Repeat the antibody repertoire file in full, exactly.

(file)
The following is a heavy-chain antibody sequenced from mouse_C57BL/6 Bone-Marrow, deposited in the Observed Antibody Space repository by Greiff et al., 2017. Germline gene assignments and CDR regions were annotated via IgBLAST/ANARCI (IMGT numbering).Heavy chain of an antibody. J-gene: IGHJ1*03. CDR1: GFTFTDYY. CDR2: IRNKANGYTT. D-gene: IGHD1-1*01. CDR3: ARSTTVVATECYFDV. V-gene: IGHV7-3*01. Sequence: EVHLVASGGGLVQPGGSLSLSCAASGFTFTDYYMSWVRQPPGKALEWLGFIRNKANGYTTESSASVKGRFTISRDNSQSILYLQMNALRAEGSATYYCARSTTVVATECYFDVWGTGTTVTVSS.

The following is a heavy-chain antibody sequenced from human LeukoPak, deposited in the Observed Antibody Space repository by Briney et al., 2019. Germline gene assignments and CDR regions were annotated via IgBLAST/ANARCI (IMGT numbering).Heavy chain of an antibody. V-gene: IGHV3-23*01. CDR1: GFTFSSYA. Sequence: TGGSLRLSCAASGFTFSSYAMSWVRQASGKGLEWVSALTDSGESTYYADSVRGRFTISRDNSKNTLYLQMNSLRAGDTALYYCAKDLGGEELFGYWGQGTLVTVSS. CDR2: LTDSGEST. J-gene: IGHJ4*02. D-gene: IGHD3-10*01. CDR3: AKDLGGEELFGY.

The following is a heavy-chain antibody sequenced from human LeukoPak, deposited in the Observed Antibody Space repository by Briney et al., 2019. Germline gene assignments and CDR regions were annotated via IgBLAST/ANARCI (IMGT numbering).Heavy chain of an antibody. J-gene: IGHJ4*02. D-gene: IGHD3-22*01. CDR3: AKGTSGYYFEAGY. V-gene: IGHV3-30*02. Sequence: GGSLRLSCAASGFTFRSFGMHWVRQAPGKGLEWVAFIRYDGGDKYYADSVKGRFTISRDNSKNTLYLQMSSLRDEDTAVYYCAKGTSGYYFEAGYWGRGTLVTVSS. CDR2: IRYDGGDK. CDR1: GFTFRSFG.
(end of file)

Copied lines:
The following is a heavy-chain antibody sequenced from mouse_C57BL/6 Bone-Marrow, deposited in the Observed Antibody Space repository by Greiff et al., 2017. Germline gene assignments and CDR regions were annotated via IgBLAST/ANARCI (IMGT numbering).Heavy chain of an antibody. J-gene: IGHJ1*03. CDR1: GFTFTDYY. CDR2: IRNKANGYTT. D-gene: IGHD1-1*01. CDR3: ARSTTVVATECYFDV. V-gene: IGHV7-3*01. Sequence: EVHLVASGGGLVQPGGSLSLSCAASGFTFTDYYMSWVRQPPGKALEWLGFIRNKANGYTTESSASVKGRFTISRDNSQSILYLQMNALRAEGSATYYCARSTTVVATECYFDVWGTGTTVTVSS.

The following is a heavy-chain antibody sequenced from human LeukoPak, deposited in the Observed Antibody Space repository by Briney et al., 2019. Germline gene assignments and CDR regions were annotated via IgBLAST/ANARCI (IMGT numbering).Heavy chain of an antibody. V-gene: IGHV3-23*01. CDR1: GFTFSSYA. Sequence: TGGSLRLSCAASGFTFSSYAMSWVRQASGKGLEWVSALTDSGESTYYADSVRGRFTISRDNSKNTLYLQMNSLRAGDTALYYCAKDLGGEELFGYWGQGTLVTVSS. CDR2: LTDSGEST. J-gene: IGHJ4*02. D-gene: IGHD3-10*01. CDR3: AKDLGGEELFGY.

The following is a heavy-chain antibody sequenced from human LeukoPak, deposited in the Observed Antibody Space repository by Briney et al., 2019. Germline gene assignments and CDR regions were annotated via IgBLAST/ANARCI (IMGT numbering).Heavy chain of an antibody. J-gene: IGHJ4*02. D-gene: IGHD3-22*01. CDR3: AKGTSGYYFEAGY. V-gene: IGHV3-30*02. Sequence: GGSLRLSCAASGFTFRSFGMHWVRQAPGKGLEWVAFIRYDGGDKYYADSVKGRFTISRDNSKNTLYLQMSSLRDEDTAVYYCAKGTSGYYFEAGYWGRGTLVTVSS. CDR2: IRYDGGDK. CDR1: GFTFRSFG.